Quick and easy ways to create Christmas cheer

Posted On December 17, 2006

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Holiday decorating would be a snap if only we all had some combination of the following >
> Infinite free time
> The skills of a floral designer
> A couple of crates of family heirloom ornaments
> The budget and staff to help

Most of us are lacking some or all of the above. But that’s still no excuse for a home whose only nod to the Christmas Season, decor-wise, is one of those inflatables on the lawn. Adding a few festive touches can be simple and easy. Holiday decorating should not be a big, overwhelming chore, and simple doesn’t mean you can’t have a rich, elegant look.

Provided you make use of these tips >

* Gather clear glass vases, pitchers and hurricanes of different sizes and fill them with assorted round ornaments. Arrange them on a dining table, a mantel or windowsill.

* Set pillar candles inside small wreaths, real or fake, and use them as centerpieces or on a mantel.

* Dress up a grouping of framed pictures on a wall by tying small sprigs of greenery with narrow red ribbon and attaching them to the frames.

* Decorate a window with ornaments hung on ribbons.

* Pile candy canes into a clear glass vase or a silver bowl and add some sprigs of greenery.

* Make a “candlescape” using five holiday-hued pillar candles, all the same color, but in different sizes. Arrange on a platter or cake plate with sprigs of holly or other greenery. Or arrange white taper candles in holders of different height for a dramatic look.

* Instead of buying or making a wreath, dress up your front door by filling a small but deep basket with different types of greenery, pinecones and berries. Attach a wide piece of ribbon to the basket and secure it to the top of the door.

* Lack a Christmas tablecloth? Make a runner out of three pieces of wide ribbon spaced 3 inches apart. Anchor by placing candles on top.

* If you want to go on record this Christmas Season giving people permission to light those candles, then go to people’s houses, you will notice they have all these candles and none of them are lit. Yet candlelight creates such a beautiful ambience.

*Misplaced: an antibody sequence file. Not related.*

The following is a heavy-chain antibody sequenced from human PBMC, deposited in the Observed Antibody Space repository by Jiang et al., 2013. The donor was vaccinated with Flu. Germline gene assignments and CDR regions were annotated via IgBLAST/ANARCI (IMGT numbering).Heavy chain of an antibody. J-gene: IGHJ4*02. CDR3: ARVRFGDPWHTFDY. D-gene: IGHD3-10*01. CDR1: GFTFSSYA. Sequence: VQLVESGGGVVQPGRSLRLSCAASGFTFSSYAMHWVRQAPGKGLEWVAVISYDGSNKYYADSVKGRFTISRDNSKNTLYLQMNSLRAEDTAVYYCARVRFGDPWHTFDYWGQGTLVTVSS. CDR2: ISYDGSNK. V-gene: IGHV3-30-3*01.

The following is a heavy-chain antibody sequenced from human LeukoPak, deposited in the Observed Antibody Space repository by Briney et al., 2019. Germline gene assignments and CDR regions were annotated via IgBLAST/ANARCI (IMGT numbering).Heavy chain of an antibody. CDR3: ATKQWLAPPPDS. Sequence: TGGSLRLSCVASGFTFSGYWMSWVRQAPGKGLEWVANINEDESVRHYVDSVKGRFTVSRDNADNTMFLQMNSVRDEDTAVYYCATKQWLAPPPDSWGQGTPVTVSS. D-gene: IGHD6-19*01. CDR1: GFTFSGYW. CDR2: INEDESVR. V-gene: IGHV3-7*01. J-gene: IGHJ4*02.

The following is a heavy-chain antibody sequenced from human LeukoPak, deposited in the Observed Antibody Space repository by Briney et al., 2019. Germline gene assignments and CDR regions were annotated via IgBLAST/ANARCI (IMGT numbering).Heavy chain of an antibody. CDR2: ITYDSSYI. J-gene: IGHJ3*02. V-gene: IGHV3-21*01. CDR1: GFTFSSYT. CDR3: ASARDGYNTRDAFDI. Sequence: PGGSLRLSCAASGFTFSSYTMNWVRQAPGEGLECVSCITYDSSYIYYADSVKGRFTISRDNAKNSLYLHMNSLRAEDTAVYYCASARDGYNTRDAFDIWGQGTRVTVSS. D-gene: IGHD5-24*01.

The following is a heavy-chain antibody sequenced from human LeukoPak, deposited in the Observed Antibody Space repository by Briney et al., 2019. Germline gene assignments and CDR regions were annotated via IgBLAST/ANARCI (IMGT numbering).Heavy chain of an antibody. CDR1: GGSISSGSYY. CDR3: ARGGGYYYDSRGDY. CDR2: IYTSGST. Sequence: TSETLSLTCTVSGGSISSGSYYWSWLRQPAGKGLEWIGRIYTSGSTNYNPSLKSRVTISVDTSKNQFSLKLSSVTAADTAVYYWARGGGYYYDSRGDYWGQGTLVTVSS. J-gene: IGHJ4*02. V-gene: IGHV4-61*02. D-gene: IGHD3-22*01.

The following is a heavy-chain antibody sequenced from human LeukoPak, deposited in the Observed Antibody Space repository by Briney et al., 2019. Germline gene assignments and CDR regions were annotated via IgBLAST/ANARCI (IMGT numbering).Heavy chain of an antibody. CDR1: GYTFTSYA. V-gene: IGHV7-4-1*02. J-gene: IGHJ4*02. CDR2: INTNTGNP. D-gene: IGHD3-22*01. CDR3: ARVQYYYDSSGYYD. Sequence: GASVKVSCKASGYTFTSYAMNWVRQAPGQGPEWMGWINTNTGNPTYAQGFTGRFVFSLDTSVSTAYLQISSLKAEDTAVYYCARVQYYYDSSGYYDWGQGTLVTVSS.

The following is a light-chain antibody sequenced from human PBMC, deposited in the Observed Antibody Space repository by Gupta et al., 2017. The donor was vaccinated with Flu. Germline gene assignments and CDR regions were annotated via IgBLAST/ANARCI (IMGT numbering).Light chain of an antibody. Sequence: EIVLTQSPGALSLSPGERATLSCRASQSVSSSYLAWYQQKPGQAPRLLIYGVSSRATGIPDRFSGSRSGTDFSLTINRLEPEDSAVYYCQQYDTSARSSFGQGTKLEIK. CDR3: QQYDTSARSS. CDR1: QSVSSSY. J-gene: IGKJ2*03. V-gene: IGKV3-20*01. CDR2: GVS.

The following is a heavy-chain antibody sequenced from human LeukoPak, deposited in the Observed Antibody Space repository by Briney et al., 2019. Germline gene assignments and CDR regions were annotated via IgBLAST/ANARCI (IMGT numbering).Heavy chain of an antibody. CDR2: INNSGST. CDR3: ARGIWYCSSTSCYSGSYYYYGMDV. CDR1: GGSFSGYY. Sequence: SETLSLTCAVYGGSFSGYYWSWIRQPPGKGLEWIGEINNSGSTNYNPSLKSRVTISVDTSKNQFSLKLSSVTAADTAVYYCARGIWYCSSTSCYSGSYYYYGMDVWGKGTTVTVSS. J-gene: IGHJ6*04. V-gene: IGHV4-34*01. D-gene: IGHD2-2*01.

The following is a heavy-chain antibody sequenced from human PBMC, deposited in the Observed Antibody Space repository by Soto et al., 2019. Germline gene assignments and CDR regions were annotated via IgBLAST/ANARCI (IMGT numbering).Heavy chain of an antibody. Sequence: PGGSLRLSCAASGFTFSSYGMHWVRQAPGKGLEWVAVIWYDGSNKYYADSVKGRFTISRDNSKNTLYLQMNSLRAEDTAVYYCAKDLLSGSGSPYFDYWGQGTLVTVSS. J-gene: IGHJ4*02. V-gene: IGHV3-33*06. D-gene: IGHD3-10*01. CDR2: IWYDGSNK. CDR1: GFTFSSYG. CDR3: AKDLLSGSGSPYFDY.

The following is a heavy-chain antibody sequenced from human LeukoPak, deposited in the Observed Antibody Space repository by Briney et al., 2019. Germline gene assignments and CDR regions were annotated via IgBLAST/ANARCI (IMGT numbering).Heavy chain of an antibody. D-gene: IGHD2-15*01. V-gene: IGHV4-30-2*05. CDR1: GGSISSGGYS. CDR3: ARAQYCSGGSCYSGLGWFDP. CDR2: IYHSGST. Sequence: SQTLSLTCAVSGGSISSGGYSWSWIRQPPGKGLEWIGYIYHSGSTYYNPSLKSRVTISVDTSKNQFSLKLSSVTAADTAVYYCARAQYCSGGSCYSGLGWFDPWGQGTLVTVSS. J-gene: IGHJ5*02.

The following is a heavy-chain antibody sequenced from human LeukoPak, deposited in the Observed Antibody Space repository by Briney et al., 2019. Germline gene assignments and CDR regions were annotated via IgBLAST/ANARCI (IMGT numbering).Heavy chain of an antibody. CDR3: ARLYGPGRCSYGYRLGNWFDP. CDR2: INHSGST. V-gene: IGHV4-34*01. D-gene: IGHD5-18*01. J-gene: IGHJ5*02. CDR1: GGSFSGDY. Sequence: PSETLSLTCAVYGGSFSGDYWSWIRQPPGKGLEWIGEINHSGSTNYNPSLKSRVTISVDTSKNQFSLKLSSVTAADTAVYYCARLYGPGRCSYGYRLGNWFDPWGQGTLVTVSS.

* Follow the advice of your Home Safety Council, though, which points out that home fires caused by candles peak during the holiday season. Keep candles out of reach of children and pets, and away from draperies, and never leave burning candles unattended, even for a short time.

* Finally, don’t forget to use your backyard as a decorating resource. Cut tall branches, both bare and evergreen, to arrange in a vase you can tie with a ribbon.

* Use a section of bare branch to make a “twig tree” decorated with miniature ornaments.

* Or gather pinecones or sprigs of holly to enhance your store-bought wreaths and garland.

Fifteen Christmas decorating ideas

Posted On December 15, 2006

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Decorating your home for the holidays does not need be stressful or expensive. Being one of the most popular times of the year to decorate, get your family involved and have fun making your home beautiful for the Christmas Season. Here are 15 Christmas decorating ideas >

1. Display your favorite Christmas collections. If you don’t have a collection, now is a great time to start! My dad and I collect nutcrackers and every year we have a wonderful time selecting just the right one. With a permanent marker, I write the year on the bottom of the nutcracker. Not only do we enjoy looking at the nutcrackers during the holidays, we also enjoying the fond memories of selecting them.

2. Make simple bows out of Christmas ribbons and attach them to your curtains with pins. This is a very charming look.

3. Decorate your house plants by hanging small Christmas ornaments on them.

4. Place a collection of Christmas books on your coffee table.

5. Fill a glass bowl with pine cones and Christmas balls and place on a shelf or table.

6. Wrap your staircase banister with indoor Christmas lights, garland, and bows.